“I like to take my morning walk there, and sometimes in the evening, Mrs. Remington will accompany me. It’s bad enough having to hear the vile thing when I’m on my own, but I simply will not allow my wife to be subjected to it. Besides that, it’s fouling the statue, and, well, perhaps you’ll understand when you see it.”
That was good enough for me, although with the amount he was paying, he certainly didn’t owe me an explanation. I took the money, shook his offered hand, which was another check in the plus column, and went after my prey.
On my way up the street, I reflected a bit on Mr. Roland Remington, the Fourth. He obviously had more money than any ten families could burn through in a lifetime, but his demeanor was of someone who still knew its value, and didn’t look down on those that hadn’t been born as fortunate as himself. In that way, he reminded me of Bryer, Lilly’s father. I wondered if they knew each other.
When I turned the corner and came to the square, I saw immediately why Roland had been so adamant that the harpy be removed. First, it truly was leaving the place a mess. Second, it had fouled a statue that must have meant a great deal to him. The man it depicted was surely Roland’s ancestor, and he was a dead ringer for it, right down to the mustache. I have no idea which of many wars it was supposed to commemorate, or what the man had done, but it was an obvious source of pride.
The harpy was there, perched on top of the statue, surveying what it surely believed to be its kingdom by this point. It saw me coming and let loose with a string of profanity which was even offensive to me, and I’ve been in bars where ogres drink.
“Nice mouth,” I said. “Do you kiss your mother with it?”
The harpy replied by telling me what it did to my mother, what I could do with her, who else was doing it, and so on. I actually hesitated in raising my gun, stunned at the creativity of the thing.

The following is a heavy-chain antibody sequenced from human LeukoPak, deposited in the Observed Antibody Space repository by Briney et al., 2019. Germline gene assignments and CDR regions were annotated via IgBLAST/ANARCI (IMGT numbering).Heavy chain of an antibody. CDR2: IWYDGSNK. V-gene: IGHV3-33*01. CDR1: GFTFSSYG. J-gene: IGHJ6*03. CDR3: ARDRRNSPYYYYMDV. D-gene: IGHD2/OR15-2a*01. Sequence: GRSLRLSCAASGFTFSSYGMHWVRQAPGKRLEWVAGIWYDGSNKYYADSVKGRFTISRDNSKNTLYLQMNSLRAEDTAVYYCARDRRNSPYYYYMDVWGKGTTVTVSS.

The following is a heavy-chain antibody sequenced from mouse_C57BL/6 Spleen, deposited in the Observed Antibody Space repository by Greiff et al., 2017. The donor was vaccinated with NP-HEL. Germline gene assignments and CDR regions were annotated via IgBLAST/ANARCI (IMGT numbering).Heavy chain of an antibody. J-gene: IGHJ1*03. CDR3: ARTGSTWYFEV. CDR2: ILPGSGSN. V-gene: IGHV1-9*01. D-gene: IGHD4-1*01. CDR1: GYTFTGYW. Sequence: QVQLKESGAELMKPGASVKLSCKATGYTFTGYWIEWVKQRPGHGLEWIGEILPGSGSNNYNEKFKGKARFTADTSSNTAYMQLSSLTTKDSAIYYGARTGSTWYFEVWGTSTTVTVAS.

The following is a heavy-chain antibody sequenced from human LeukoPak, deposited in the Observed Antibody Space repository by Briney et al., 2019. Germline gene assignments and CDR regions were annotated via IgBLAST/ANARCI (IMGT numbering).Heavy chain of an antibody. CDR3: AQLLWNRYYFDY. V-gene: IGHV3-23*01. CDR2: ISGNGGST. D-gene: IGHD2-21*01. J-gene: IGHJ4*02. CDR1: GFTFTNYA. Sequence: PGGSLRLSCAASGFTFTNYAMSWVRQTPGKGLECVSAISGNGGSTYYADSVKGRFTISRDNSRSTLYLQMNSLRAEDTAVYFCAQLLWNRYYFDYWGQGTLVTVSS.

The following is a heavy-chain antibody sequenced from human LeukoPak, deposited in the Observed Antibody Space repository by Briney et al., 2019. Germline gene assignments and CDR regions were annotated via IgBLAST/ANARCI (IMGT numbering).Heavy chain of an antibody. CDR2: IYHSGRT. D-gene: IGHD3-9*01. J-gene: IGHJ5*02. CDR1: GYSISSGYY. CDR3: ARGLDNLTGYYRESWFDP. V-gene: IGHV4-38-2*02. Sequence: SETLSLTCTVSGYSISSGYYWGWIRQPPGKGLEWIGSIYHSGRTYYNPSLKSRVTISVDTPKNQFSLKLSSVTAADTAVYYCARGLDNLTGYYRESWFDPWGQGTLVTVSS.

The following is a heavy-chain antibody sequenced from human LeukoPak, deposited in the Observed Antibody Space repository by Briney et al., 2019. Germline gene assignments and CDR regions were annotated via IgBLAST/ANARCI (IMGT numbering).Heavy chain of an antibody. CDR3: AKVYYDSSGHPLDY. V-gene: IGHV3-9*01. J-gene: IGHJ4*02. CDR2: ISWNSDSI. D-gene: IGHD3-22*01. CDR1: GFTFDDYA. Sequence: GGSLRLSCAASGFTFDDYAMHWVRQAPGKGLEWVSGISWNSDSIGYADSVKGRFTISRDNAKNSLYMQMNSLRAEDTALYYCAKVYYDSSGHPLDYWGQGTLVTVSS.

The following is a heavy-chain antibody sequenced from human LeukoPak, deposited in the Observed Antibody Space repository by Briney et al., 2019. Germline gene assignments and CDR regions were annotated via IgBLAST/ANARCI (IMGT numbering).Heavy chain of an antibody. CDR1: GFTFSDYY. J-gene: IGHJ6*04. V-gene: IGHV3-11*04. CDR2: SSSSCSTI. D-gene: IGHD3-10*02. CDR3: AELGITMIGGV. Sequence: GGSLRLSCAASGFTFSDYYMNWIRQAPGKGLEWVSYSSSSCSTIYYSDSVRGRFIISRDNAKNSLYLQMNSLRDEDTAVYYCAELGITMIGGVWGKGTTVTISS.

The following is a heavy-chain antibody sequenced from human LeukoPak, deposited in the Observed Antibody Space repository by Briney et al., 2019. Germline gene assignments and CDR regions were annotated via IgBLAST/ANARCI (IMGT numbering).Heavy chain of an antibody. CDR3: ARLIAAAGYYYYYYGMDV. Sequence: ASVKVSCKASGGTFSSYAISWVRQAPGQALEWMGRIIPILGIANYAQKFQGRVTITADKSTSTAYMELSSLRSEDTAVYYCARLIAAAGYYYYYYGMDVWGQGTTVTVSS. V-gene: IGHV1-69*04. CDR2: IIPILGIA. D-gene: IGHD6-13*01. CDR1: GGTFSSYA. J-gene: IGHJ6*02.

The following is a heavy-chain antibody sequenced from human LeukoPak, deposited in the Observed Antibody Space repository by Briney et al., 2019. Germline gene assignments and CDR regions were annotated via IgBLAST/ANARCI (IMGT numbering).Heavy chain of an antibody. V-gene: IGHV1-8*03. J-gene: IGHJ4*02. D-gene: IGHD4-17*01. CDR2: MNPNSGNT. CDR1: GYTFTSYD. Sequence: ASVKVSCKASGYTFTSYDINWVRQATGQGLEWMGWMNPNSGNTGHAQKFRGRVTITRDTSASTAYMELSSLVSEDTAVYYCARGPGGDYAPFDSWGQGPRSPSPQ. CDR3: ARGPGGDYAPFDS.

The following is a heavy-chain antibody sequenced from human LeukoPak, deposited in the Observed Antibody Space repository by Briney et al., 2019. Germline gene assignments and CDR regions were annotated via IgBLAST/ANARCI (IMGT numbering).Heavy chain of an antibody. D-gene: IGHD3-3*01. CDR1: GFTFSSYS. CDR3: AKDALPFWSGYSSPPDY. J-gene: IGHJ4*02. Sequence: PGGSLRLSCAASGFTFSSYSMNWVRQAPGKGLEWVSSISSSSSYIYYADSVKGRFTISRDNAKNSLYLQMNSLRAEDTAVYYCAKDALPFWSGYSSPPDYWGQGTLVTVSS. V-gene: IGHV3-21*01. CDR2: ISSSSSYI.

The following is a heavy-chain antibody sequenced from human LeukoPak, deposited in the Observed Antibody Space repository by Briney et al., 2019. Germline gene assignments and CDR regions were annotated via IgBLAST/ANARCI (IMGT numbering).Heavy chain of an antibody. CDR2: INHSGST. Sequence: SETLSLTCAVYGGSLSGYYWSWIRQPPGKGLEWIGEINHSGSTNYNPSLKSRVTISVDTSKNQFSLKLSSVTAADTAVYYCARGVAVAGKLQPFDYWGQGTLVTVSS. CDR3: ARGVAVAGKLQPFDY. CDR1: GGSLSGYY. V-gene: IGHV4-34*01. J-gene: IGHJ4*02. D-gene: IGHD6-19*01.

“Wow,” was all I could think of to say as I shot it off the statue. Not quite in the same league as the harpy’s verbal assault, but the little, metal ball that took it out made my point for me.
The smell that lingered after I shot it was horrendous. I gagged a bit and turned to go, but as I did so, I heard a sad note played on a pipe. The man came around the corner, playing what could only be described as a funeral dirge. He wasn’t the same guy as the night before, but was dressed much the same, in a bright mismatched outfit, with a peaked cap and a feather.
He continued to play as he came up to me, and then stopped, looking me right in the eyes.
“Now why did you have to go and do that?” he asked. “Was she really all that bad?”
“You’re joking, right?” I asked.
In answer, he smiled, began blowing his pipe again and sauntered on down the street. I watched him go, not quite sure how I should take his question. Shaking my head, I turned my gaze back to the square and fountain. The people who lived around here would have to come clean the place up themselves, since that wasn’t a service that the crown provided for. Having met Roland, I didn’t think he’d have too many problems convincing others to join in.
They should hurry though, I thought. Already the rats were coming, dragging bits of offal to their underground lairs, now that the harpy was no longer there, happy to prey on them also. I shuddered, never having seen so many of the things at one time. They must have been gathering, just waiting for their chance.
Yuck. I turned my back on the scene and went on my way.